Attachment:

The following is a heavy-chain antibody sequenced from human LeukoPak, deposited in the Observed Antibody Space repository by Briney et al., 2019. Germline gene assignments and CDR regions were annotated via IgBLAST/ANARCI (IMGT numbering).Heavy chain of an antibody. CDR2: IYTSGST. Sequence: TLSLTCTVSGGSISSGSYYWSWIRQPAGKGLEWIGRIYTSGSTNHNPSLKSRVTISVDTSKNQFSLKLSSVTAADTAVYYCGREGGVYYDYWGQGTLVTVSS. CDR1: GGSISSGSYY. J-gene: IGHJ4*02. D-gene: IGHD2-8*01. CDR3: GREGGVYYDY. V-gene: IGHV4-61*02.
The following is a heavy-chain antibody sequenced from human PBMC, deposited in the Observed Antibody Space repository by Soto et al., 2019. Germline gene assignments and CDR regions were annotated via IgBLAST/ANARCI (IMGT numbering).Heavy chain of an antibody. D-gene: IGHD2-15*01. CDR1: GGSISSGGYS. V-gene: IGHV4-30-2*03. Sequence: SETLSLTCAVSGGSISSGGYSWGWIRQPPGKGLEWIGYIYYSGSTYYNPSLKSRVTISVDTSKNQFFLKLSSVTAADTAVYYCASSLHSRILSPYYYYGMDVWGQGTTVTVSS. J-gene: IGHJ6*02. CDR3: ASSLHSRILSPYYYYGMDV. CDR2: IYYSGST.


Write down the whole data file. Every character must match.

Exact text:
The following is a heavy-chain antibody sequenced from human LeukoPak, deposited in the Observed Antibody Space repository by Briney et al., 2019. Germline gene assignments and CDR regions were annotated via IgBLAST/ANARCI (IMGT numbering).Heavy chain of an antibody. CDR2: IYTSGST. Sequence: TLSLTCTVSGGSISSGSYYWSWIRQPAGKGLEWIGRIYTSGSTNHNPSLKSRVTISVDTSKNQFSLKLSSVTAADTAVYYCGREGGVYYDYWGQGTLVTVSS. CDR1: GGSISSGSYY. J-gene: IGHJ4*02. D-gene: IGHD2-8*01. CDR3: GREGGVYYDY. V-gene: IGHV4-61*02.
The following is a heavy-chain antibody sequenced from human PBMC, deposited in the Observed Antibody Space repository by Soto et al., 2019. Germline gene assignments and CDR regions were annotated via IgBLAST/ANARCI (IMGT numbering).Heavy chain of an antibody. D-gene: IGHD2-15*01. CDR1: GGSISSGGYS. V-gene: IGHV4-30-2*03. Sequence: SETLSLTCAVSGGSISSGGYSWGWIRQPPGKGLEWIGYIYYSGSTYYNPSLKSRVTISVDTSKNQFFLKLSSVTAADTAVYYCASSLHSRILSPYYYYGMDVWGQGTTVTVSS. J-gene: IGHJ6*02. CDR3: ASSLHSRILSPYYYYGMDV. CDR2: IYYSGST.